Setting the Arts Scene: Turner Prize 2010

Traditionally a sample of some of today’s forerunning contemporary artists, being nominated for, and especially winning, the Turner Prize is seen as a substantial credential on any artist’s resumé. Hosted annually by the TATE Britain in London, this year’s 2010 exhibition selections struck me as a representation of a particularly thoughtful variety of artists.

turner prize 10

Having also seen the 2009 exhibit, more than simply impressed by the quality of the works on view this year, I was captured by the breadth the show maintained, representing artists from four key areas of the fine arts: painting, film, sculpture and sound.

dexter dalwood

I arrived solo, early in the morning so as to avoid closing-week crowds. Not usually one for lingering, as I tend to loose patience quickly with many contemporary sound and video pieces, I proceeded to dedicate the next two hours to the exhibit. It was my first introduction to Dexter Dalwood, whose large scale paintings I found absolutely captivating. Moreover, to put it bluntly, I was shocked to see an actual painter in the running. In our present post-post-everything art world, notably in exhibits that carry the Lose Weight Exercise of the word contemporary, painting, for its tradition, is often set aside– seen as inherently incapable of speaking past its medium when it simply seeks to exist as pigment on a flat, square or rectangular canvas surface. In other words, when painting asks of us that we lay aside our discussion of support and consider simply surface, in these types of competitions it is regularly viewed as committing the most cardinal of sins. Dalwood’s layered works and evocation of-the-moment content proved that painting can be extremely contemporary. So, how refreshing it was to see a traditional painter represented.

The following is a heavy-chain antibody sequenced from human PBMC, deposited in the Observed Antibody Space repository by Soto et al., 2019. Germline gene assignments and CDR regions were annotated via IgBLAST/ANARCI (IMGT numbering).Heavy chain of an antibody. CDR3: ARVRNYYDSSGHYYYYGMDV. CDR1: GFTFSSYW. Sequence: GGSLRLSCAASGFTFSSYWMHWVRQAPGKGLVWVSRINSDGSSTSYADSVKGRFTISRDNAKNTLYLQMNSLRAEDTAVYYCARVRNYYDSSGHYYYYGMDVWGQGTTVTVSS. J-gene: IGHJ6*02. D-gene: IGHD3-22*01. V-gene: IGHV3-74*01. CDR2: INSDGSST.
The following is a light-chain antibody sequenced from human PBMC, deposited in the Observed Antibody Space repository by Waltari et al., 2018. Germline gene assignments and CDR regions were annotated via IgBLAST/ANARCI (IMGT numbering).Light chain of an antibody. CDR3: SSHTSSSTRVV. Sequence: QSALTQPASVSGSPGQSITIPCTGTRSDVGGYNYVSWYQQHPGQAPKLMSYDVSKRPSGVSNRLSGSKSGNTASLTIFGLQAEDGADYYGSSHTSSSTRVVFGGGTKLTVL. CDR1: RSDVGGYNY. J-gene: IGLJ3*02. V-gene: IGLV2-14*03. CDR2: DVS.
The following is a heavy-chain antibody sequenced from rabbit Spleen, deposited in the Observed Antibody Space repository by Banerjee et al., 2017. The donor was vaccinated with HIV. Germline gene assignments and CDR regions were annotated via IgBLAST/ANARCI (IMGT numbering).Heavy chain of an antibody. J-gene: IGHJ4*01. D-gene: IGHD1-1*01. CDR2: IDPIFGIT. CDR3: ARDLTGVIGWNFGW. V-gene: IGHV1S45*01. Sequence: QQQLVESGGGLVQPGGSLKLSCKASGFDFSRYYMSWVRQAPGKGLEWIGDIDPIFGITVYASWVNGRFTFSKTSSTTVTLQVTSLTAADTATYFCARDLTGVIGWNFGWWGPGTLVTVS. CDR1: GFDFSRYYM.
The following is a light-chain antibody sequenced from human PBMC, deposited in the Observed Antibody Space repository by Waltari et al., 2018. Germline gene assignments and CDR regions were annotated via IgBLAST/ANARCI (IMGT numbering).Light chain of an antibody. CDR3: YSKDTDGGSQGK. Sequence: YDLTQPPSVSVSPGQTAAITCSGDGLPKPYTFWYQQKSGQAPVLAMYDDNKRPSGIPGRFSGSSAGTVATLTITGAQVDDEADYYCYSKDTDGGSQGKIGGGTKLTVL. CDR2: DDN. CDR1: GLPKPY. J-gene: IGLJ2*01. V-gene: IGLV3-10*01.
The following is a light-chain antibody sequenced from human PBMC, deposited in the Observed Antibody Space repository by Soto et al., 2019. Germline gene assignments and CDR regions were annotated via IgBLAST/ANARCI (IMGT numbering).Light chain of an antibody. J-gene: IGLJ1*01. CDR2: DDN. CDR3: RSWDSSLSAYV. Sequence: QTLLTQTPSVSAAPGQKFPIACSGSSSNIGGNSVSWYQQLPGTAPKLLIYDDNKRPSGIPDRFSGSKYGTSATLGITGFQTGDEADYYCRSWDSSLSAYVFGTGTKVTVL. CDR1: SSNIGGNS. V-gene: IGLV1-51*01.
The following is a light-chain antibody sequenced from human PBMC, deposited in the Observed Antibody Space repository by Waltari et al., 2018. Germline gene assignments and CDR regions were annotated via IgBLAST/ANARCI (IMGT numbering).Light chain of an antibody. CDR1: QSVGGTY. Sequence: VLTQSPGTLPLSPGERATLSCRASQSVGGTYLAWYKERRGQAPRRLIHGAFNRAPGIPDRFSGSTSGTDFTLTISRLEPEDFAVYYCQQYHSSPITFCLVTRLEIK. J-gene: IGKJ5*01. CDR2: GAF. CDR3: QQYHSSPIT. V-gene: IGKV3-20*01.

Furthermore, I was surprised by how painless the act of staying for the full duration of the two media pieces was: a video production by The Otolith Group and a sound piece by this years winning artist Suzan Philipsz. Both wonderfully composed, they not only held my attention two times over, but made me appreciate the artist’s representation in the space. The one room however, that I (in so many words) forced myself to give serious consideration, was that of the artist Angela de la Cruz.

angela de la cruz

The artist’s dilapidated canvases, strewn about the walls and floor of the gallery in a haphazard manner which in any other context would have readily connoted works in progress if not trash, simply left me with a greater appreciation of why many people are often left absolutely boggled by the contemporary arts world. What she was trying to say simply didn’t seem new in the slightest. The way that she approached the “painting as object” was the polar opposite of Dalwood. Her conceptual argument that paintings are not just pigmented surfaces, they are objects and thus it is important to consider them as such, stopped short of leaving any lasting impact and instead lay there in the same exact manner as her broken-up lacquered “paintings.”

After watching the artist’s video short at the end of the exhibit, I had a greater understanding of why de la Cruz might have been selected to participate in the first place (as before this even I was utterly bemused), but I was nonetheless left with a sense that either I needed more information, or the artist was simply not putting forth her concepts in the most efficient manner, and information is something that the general public is often lacking and even more often, not willing to seek out.

One of the reasons I feel so fortunate to be able to view something such as the Turner prize is, more so than the concepts it puts forth via the artists and works on display, that what is said through the silent acts speaks volumes. The dialogue of the show spanned so much more than what was represented within the walls of the gallery. It was about what, in 2010, we call Art and award accordingly.

Alicia Dillon

Alicia is a former CCT Graduate Student.